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Barriers to Apologizing, Part 2

From the series Peacemaking in China

Generally speaking, Chinese people view apologizing as a weakness. If I apologize to you, I automatically lose; you win. Being a white American, I was surprised by Li Qiang’s description of how significantly apologizing impacts one’s perception of their position and identity relative to others:

First, when a person apologizes, identity-wise they will feel that “I am a level lower than you.” To be lower than someone else means that I am now in a situation where I can be controlled. You have rights over me: I can’t hurt you, but you can hurt me.

Chinese culture has moralized everything. Someone who makes a mistake is seen as flawed, deficient, and having shortcomings. A person who has not made mistakes is morally higher. They can then comment on and criticize the one who has made a mistake.

If I am going to apologize, first I must accept that I am lower than you. Face, however, says that I cannot be lower than others, thus there’s a tension.1

I grew up with an entirely different framework regarding apologizing. In my cultural environment, owning up to sin or a mistake by apologizing, while uncomfortable and potentially humiliating, was also strongly encouraged as the honest and right thing to do. Leadership training in both secular and Christian contexts in my environment viewed confession and apology as an aspect of living in integrity. Apologizing was seen as something that would benefit the relationship, result in deeper trust, and honor God. So I perked up my ears when I realized that the people I was interviewing for my dissertation research were describing something outside of my experience. I needed to lean in further to better understand what else made apologizing so difficult.

Once I tuned in to this relating of apologizing to a lowering in personal status, I began to see this understanding imbedded in people’s comments. Zhang Jing said,

I think that apologizing is a humbling of yourself. Apologizing is another way to say that we are putting ourselves lower in rank or are inferior to the other person, right? First, you must give up your right, your demand to be respected. [emphasis added]2

Zhang Min’s description of how she used to view apologizing to others also had this understanding imbedded within:

If I didn’t believe in the Lord, if I didn’t have this faith, I probably would not set aside face. I would rather let go of the friendship.

I don’t lack friends. So, with the average friend I wouldn’t set aside my social status and go to another person to say sorry because if I do this, I will be looked down on, “You are weak, you are . . .”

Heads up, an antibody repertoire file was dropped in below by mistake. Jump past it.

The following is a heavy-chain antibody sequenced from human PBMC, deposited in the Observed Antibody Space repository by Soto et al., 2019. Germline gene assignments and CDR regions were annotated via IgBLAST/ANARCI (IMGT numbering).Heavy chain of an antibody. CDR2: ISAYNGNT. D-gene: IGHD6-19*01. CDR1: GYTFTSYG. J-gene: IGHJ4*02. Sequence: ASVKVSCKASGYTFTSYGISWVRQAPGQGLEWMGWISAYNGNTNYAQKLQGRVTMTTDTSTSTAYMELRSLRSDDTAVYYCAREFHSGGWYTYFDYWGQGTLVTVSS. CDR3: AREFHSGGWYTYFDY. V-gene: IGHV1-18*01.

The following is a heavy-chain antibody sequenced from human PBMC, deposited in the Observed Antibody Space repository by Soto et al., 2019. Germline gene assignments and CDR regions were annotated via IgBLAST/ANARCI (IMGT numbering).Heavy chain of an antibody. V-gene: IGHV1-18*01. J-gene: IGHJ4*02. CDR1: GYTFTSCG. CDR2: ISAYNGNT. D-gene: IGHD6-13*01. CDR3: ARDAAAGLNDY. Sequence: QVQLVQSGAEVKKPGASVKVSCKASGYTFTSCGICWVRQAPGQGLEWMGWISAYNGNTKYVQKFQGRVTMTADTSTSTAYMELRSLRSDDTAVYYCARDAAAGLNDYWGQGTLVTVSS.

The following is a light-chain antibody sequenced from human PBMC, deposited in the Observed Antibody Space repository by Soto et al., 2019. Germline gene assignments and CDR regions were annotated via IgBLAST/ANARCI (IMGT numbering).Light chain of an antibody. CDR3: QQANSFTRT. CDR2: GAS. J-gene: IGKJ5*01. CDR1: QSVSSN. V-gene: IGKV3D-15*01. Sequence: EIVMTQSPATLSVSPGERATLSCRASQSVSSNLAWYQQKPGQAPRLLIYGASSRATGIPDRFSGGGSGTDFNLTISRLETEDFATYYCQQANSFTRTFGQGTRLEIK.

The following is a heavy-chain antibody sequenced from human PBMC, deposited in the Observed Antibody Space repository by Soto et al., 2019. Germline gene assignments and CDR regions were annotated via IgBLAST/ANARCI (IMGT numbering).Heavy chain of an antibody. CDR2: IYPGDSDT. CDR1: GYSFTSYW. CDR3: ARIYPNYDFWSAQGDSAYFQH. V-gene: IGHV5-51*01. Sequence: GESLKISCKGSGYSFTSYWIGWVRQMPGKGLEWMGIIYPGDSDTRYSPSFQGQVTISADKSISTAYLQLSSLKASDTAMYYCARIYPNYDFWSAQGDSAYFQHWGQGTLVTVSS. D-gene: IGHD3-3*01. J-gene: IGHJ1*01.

But after believing in Jesus, the situation changed. To be a channel of love you should apologize first. This is how faith changed me. [emphasis added]3

When I heard these comments of what one expects to experience after confessing sin or admitting a mistake by apologizing, I gained an even deeper appreciation for the Chinese Christians I knew who were living as peacemakers.

Apologizing is not for the faint of heart. Those I interviewed courageously chose to apologize despite the potential criticism, lecturing, shame, loss of face, and loss of social status that they might experience. They gained the strength and courage to live and love like this as they developed a new identity rooted in God’s love, and a true view of themselves. They had experienced gospel power at work in their hearts which expanded their view of love and enabled them to lower themselves.

Not that apologizing is easy for anyone, but I am grateful to have gained a better understanding of why it can be even harder for those who expect to face the social judgement of being considered morally inferior if they apologize.

Note: This blog post contains content from Jolene’s forthcoming book: Changing Normal: A New Approach to Conflict, Face Issues, and Reconciling Relationships.

Editor’s Note: This is the second part of a two-part blog post. Click here to read part one.


  1. Li Qiang (pseudonym), author interview, 2019.
  2. Zhang Jing (pseudonym), author interview, 2019.
  3. Zhang Min (pseudonym), author interview, 2019.
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Image credit: Hrushikesh Vegad via UnSplash.
Jolene Kinser

Jolene Kinser

Having spent much of the time between 1997 and 2020 committed to working overseas in China, Jolene Kinser now lives in southern California. Jolene works as a global Chinese peacemaking ministry developer and educator and as a peacemaking specialist under the South Pacific District of the Christian and Missionary Alliance. Jolene …View Full Bio

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